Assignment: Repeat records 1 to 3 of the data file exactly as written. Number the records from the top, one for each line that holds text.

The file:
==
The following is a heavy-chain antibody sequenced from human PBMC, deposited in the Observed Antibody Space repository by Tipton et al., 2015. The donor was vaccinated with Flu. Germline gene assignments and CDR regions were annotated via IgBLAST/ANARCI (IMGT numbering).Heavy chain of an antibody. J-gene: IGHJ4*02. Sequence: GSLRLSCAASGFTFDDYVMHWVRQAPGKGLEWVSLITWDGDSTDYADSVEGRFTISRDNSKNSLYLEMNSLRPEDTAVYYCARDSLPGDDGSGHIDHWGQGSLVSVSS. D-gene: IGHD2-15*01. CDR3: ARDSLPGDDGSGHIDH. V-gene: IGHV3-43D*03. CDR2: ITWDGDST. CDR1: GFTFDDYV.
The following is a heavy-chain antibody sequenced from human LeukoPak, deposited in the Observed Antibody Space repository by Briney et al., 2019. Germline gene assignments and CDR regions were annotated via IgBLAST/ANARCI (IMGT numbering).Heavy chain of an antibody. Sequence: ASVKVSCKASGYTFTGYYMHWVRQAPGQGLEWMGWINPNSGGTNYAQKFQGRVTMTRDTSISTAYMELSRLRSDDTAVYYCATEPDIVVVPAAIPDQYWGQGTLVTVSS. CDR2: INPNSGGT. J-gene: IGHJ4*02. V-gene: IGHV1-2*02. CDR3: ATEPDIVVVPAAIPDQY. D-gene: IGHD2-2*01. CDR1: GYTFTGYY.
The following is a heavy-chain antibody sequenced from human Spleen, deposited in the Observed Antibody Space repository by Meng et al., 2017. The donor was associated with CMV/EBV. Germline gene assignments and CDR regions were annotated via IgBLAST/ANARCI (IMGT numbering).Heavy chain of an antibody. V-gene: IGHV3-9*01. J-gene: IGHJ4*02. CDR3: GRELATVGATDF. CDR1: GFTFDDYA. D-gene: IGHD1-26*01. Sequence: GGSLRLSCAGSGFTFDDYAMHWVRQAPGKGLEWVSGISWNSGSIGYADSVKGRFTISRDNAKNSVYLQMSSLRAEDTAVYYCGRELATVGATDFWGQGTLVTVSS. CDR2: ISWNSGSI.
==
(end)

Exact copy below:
The following is a heavy-chain antibody sequenced from human PBMC, deposited in the Observed Antibody Space repository by Tipton et al., 2015. The donor was vaccinated with Flu. Germline gene assignments and CDR regions were annotated via IgBLAST/ANARCI (IMGT numbering).Heavy chain of an antibody. J-gene: IGHJ4*02. Sequence: GSLRLSCAASGFTFDDYVMHWVRQAPGKGLEWVSLITWDGDSTDYADSVEGRFTISRDNSKNSLYLEMNSLRPEDTAVYYCARDSLPGDDGSGHIDHWGQGSLVSVSS. D-gene: IGHD2-15*01. CDR3: ARDSLPGDDGSGHIDH. V-gene: IGHV3-43D*03. CDR2: ITWDGDST. CDR1: GFTFDDYV.
The following is a heavy-chain antibody sequenced from human LeukoPak, deposited in the Observed Antibody Space repository by Briney et al., 2019. Germline gene assignments and CDR regions were annotated via IgBLAST/ANARCI (IMGT numbering).Heavy chain of an antibody. Sequence: ASVKVSCKASGYTFTGYYMHWVRQAPGQGLEWMGWINPNSGGTNYAQKFQGRVTMTRDTSISTAYMELSRLRSDDTAVYYCATEPDIVVVPAAIPDQYWGQGTLVTVSS. CDR2: INPNSGGT. J-gene: IGHJ4*02. V-gene: IGHV1-2*02. CDR3: ATEPDIVVVPAAIPDQY. D-gene: IGHD2-2*01. CDR1: GYTFTGYY.
The following is a heavy-chain antibody sequenced from human Spleen, deposited in the Observed Antibody Space repository by Meng et al., 2017. The donor was associated with CMV/EBV. Germline gene assignments and CDR regions were annotated via IgBLAST/ANARCI (IMGT numbering).Heavy chain of an antibody. V-gene: IGHV3-9*01. J-gene: IGHJ4*02. CDR3: GRELATVGATDF. CDR1: GFTFDDYA. D-gene: IGHD1-26*01. Sequence: GGSLRLSCAGSGFTFDDYAMHWVRQAPGKGLEWVSGISWNSGSIGYADSVKGRFTISRDNAKNSVYLQMSSLRAEDTAVYYCGRELATVGATDFWGQGTLVTVSS. CDR2: ISWNSGSI.